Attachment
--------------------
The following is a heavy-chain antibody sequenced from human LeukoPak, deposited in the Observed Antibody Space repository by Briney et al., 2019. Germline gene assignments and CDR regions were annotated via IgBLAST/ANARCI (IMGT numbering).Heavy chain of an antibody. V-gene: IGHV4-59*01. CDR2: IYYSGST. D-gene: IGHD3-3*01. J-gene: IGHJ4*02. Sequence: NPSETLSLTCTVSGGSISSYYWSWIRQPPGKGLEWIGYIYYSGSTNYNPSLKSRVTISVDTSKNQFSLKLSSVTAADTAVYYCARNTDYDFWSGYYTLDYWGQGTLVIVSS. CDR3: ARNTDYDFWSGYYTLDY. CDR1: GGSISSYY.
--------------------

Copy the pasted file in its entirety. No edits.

The following is a heavy-chain antibody sequenced from human LeukoPak, deposited in the Observed Antibody Space repository by Briney et al., 2019. Germline gene assignments and CDR regions were annotated via IgBLAST/ANARCI (IMGT numbering).Heavy chain of an antibody. V-gene: IGHV4-59*01. CDR2: IYYSGST. D-gene: IGHD3-3*01. J-gene: IGHJ4*02. Sequence: NPSETLSLTCTVSGGSISSYYWSWIRQPPGKGLEWIGYIYYSGSTNYNPSLKSRVTISVDTSKNQFSLKLSSVTAADTAVYYCARNTDYDFWSGYYTLDYWGQGTLVIVSS. CDR3: ARNTDYDFWSGYYTLDY. CDR1: GGSISSYY.